Increasing primary malignant brain tumor mortality among the elderly in developed countries over the past three decades has been attributed to improved diagnostic techniques and increased environmental carcinogens.
To demonstrate that rising primary malignant brain tumor mortality among the elderly can be accounted for by differential survival.
Published United States mortality data from the National Center for Health Statistics, 1962 to 1989.
Age-specific primary malignant brain tumor mortality rates were determined for the age groups of more than 60 years old and compared with the population size of these age groups.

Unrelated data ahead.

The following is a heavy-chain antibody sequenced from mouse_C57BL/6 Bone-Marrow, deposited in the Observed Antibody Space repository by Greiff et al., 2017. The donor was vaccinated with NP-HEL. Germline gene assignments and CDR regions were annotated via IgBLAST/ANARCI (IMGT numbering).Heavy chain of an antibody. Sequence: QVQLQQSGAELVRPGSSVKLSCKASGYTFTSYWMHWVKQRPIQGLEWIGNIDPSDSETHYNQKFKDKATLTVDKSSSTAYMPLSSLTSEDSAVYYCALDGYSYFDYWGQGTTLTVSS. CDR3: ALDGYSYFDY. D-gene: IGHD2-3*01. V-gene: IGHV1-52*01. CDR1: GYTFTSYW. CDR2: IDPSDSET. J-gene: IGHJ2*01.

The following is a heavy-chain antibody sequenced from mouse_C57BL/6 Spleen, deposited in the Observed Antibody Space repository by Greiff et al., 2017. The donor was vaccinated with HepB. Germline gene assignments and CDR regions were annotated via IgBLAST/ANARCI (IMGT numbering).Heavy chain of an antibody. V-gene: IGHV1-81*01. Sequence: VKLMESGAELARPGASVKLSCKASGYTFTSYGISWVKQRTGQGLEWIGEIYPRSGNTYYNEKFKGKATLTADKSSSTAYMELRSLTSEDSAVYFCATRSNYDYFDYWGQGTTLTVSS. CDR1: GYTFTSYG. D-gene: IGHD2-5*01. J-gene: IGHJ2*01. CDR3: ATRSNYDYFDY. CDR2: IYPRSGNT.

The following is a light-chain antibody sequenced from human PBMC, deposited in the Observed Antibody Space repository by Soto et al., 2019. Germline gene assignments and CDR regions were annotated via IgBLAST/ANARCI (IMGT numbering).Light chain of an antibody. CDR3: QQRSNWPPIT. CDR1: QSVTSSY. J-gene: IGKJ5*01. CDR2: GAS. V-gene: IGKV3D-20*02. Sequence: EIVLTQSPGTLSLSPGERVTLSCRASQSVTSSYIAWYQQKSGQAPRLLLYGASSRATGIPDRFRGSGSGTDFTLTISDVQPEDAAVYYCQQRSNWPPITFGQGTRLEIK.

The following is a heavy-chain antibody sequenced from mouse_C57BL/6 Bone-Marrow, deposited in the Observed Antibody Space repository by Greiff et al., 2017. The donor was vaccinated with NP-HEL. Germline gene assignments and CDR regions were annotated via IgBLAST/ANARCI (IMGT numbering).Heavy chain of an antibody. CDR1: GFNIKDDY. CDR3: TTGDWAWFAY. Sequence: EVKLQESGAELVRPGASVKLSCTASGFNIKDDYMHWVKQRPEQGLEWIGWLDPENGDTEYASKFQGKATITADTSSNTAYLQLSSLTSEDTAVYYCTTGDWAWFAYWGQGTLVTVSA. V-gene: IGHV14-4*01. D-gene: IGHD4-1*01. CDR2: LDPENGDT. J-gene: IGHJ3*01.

Increasing primary malignant brain tumor mortality rates among the oldest age groups in the United States from 1962 to 1989 were directly proportional to the increasing population size of these age groups.
Comparisons between age-specific mortality rates are generally considered valid since they are inherently age- and sex-matched. Moreover, age-specific mortality rates should not be related to population size. Rather than implying improved diagnosis or enhanced carcinogenesis, these results suggest that differential survival and its effect on the surviving gene pool in an aging population is an alternative explanation for the observed increase in primary malignant brain tumor mortality among the elderly.
Riggs JE. Rising Primary Malignant Brain Tumor Mortality in the Elderly: A Manifestation of Differential Survival. Arch Neurol. 1995;52(6):571–575. doi:10.1001/archneur.1995.00540300043011
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